Note: Get ready for April. It’s D.E.A.R. Month (Drop Everything and Read Month), so let’s all give it our best shot starting on Thursday!

Janet

#OnThisDay: “Remember the Maine!” What you might not know.

If asked what the slogan, “Remember the Maine!” was about, I could have told you it referred to a ship that was sunk and caused the Spanish-American War. I minored in history in college, but some of the details are a little blurry now. Today is the 123rd anniversary of the sinking of the U.S.S. Maine in the Havana, Cuba harbor.

USS Maine three weeks before it sank in Havana harbor.
The USS Maine passing Morro Castle as she entered the harbor of Havana, Cuba 25 January 1898. Photo credit: US Naval History & Heritage Command photograph. Catalog#: NH 48619. 

Manned with a crew of 350 men, the Maine was a 393-foot-long battleship. It had been sent to Havana to protect Americans living there in the event that Cuba’s struggle for independence from Spain spun into a full-scale war. At 9:40 p.m. on Tuesday, February 15, 1898, there was an explosion and the ship sank. Only 84 crew members survived. It was quickly concluded that the ship had been hit by a Spanish torpedo or that it had hit a Spanish mine.

“Remember the Maine!” became the battle cry in the United States, and the US Congress declared war on Spain ten weeks later on April 25, 1898.

U.S. Navy diving crew with wreckage of USS Maine in 1898, from aft looking forward. U.S. Naval History and Heritage Command photograph. Catalog#: NH 46774.

Fast forward to 1976

In 1976, U.S. Navy Admiral Hyman Rickover investigated the sinking of the U.S.S. Maine and concluded that the ship sank due to a probable coal bunker fire. That deflates the rallying cry, “Remember the Maine!” in a heartbeat.

Some historians have disputed Adm. Rickover’s conclusions, so we maybe haven’t heard the end of this story.

One has to wonder how differently the course of Cuban and American history would have gone if everyone had known at the time that the sinking of the U.S.S, Maine was a self-inflicted accident and not an act of war. The next time you read or hear, “Remember the Maine!” remember what can happen when a nation’s government jumps to the wrong conclusion.

How the US got Puerto Rico, Guam, and the Philippines

The first battle of the Spanish-American War took place on May 1, 1898. The war lasted only several months, ending on August 12, 1898. Through the peace treaty, which was worked out in Paris the following December, Spain gave Cuba its independence and gave Puerto Rico, Guam, and the Philippines to the United States. Let that sink in for a minute. What a turn of events!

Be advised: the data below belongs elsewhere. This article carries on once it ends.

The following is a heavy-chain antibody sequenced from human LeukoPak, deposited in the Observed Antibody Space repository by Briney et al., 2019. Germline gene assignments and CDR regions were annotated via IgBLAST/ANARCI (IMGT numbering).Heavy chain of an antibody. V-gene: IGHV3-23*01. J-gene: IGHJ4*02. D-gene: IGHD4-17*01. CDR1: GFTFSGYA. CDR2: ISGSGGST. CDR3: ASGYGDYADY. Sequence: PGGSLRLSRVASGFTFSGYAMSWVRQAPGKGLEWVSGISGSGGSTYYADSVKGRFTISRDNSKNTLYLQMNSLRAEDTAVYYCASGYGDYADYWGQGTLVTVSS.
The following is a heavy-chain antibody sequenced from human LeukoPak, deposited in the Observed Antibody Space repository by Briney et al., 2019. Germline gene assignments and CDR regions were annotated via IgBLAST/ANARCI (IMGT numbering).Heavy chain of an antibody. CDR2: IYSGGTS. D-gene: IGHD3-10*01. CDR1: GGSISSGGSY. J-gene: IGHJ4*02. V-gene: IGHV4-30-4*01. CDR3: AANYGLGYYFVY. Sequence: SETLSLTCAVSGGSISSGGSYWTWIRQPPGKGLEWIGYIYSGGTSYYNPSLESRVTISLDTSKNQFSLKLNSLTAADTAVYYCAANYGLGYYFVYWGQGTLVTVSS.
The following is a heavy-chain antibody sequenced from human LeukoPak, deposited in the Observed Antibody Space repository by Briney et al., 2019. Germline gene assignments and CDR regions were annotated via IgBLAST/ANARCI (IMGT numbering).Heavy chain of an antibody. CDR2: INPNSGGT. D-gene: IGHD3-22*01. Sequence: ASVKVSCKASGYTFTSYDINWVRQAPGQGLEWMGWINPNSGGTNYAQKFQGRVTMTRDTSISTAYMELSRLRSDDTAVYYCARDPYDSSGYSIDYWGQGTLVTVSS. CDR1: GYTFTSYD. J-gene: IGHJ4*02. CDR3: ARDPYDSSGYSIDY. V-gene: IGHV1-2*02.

When I was in school, we never studied the details of the Spanish-American War. Every year we studied U.S. history from colonial times through the Civil War. It was just through living, watching TV, and having an early interest in history that I absorbed through osmosis the stories of the Battle of Bunker Hill, and Teddy Roosevelt and “The Rough Riders.”

In other words, I couldn’t give you a definitive summary of the Spanish-American War. I couldn’t have told you that Puerto Rico, Guam, or the Philippines had anything to do with that war. If I ever knew they did, those facts were lost to me over time. It was only in researching “Remember the Maine!” for today’s blog post that I learned of those connections.

Through my interest in genealogy, I’ve just in recent years learned that one of my great-uncles fought in the Spanish-American War. This made me realize that it’s not ancient history. It makes me realize today that I should have known more about it. I’m not as far-removed from it as I thought.

In the big scheme of things, United States history covers but a tiny fraction of world history. So how is it that we do such a poor job of teaching our citizens U.S. history?

Since my last blog post

I was able to get my first Covid-19 vaccine shot on Saturday. I thought I’d have to wait until March, but some more appointments opened up in my county. It is encouraging to get that first shot. I got the Moderna shot. My arm is sore, but that’s the only side effect I’ve had.

Until my next blog post

I hope you have a good book to read. I’m listening to Dead Wake: The Last Crossing of the Lusitania, by Erik Larson. Having it on CD from the public library was a blessing the 48 hours I had a sick headache last week and couldn’t stand any light. I highly recommend this nonfiction book. Mr. Larson has a talent for bringing history alive in his writing.

I hope you have time to enjoy a hobby or favorite pastime this week.

Note: Next Sunday, February 20, is World Storytelling Day. Are you a good storyteller?

Janet